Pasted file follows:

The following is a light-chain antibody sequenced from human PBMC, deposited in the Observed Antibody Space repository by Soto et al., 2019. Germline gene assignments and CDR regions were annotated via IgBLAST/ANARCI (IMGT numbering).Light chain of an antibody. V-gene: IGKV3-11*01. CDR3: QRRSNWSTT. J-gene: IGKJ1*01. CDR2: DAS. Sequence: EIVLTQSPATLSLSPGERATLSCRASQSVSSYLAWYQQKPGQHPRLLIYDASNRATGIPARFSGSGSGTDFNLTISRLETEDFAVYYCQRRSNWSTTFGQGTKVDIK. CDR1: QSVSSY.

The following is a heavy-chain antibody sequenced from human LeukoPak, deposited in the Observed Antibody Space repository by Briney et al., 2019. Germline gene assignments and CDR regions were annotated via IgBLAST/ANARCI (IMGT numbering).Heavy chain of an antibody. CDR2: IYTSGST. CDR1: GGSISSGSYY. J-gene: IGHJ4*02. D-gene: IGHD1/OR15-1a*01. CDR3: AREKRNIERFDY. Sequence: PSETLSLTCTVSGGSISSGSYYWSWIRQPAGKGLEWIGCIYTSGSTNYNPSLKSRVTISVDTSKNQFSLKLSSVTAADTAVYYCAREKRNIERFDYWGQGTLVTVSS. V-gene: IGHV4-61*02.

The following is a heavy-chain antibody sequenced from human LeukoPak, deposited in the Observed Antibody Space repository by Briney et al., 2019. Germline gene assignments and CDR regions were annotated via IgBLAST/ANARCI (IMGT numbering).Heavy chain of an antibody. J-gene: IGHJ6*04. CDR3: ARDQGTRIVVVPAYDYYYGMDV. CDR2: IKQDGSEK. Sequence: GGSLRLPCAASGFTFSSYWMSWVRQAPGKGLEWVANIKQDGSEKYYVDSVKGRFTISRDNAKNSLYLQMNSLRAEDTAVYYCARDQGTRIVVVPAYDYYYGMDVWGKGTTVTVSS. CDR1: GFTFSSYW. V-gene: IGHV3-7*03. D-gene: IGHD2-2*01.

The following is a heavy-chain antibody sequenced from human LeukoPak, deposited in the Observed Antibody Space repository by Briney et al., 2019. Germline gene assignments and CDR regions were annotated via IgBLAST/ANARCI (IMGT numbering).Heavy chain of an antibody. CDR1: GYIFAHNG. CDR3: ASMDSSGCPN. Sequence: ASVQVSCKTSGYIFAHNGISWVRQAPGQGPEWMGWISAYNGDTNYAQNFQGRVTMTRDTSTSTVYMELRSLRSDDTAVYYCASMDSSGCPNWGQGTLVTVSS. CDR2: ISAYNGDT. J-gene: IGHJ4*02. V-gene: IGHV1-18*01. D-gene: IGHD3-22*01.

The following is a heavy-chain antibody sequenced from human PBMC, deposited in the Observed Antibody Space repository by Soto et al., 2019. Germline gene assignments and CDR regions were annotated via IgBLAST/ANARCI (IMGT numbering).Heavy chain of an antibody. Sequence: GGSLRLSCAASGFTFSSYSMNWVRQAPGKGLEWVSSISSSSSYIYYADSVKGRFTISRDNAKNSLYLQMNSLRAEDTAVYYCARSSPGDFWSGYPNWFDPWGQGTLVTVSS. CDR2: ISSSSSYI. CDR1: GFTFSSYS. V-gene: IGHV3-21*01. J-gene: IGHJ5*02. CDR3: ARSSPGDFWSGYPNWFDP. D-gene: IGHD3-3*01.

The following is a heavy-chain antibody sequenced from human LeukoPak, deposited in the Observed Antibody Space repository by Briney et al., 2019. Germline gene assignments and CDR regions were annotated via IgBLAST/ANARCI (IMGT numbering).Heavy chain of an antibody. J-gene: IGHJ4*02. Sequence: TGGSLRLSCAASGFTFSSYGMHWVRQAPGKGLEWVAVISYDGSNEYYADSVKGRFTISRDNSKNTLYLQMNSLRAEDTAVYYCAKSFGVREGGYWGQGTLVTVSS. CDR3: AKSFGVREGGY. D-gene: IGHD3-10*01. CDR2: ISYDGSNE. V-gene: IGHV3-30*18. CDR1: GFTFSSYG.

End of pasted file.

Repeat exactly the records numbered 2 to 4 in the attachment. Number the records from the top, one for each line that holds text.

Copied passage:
The following is a heavy-chain antibody sequenced from human LeukoPak, deposited in the Observed Antibody Space repository by Briney et al., 2019. Germline gene assignments and CDR regions were annotated via IgBLAST/ANARCI (IMGT numbering).Heavy chain of an antibody. CDR2: IYTSGST. CDR1: GGSISSGSYY. J-gene: IGHJ4*02. D-gene: IGHD1/OR15-1a*01. CDR3: AREKRNIERFDY. Sequence: PSETLSLTCTVSGGSISSGSYYWSWIRQPAGKGLEWIGCIYTSGSTNYNPSLKSRVTISVDTSKNQFSLKLSSVTAADTAVYYCAREKRNIERFDYWGQGTLVTVSS. V-gene: IGHV4-61*02.

The following is a heavy-chain antibody sequenced from human LeukoPak, deposited in the Observed Antibody Space repository by Briney et al., 2019. Germline gene assignments and CDR regions were annotated via IgBLAST/ANARCI (IMGT numbering).Heavy chain of an antibody. J-gene: IGHJ6*04. CDR3: ARDQGTRIVVVPAYDYYYGMDV. CDR2: IKQDGSEK. Sequence: GGSLRLPCAASGFTFSSYWMSWVRQAPGKGLEWVANIKQDGSEKYYVDSVKGRFTISRDNAKNSLYLQMNSLRAEDTAVYYCARDQGTRIVVVPAYDYYYGMDVWGKGTTVTVSS. CDR1: GFTFSSYW. V-gene: IGHV3-7*03. D-gene: IGHD2-2*01.

The following is a heavy-chain antibody sequenced from human LeukoPak, deposited in the Observed Antibody Space repository by Briney et al., 2019. Germline gene assignments and CDR regions were annotated via IgBLAST/ANARCI (IMGT numbering).Heavy chain of an antibody. CDR1: GYIFAHNG. CDR3: ASMDSSGCPN. Sequence: ASVQVSCKTSGYIFAHNGISWVRQAPGQGPEWMGWISAYNGDTNYAQNFQGRVTMTRDTSTSTVYMELRSLRSDDTAVYYCASMDSSGCPNWGQGTLVTVSS. CDR2: ISAYNGDT. J-gene: IGHJ4*02. V-gene: IGHV1-18*01. D-gene: IGHD3-22*01.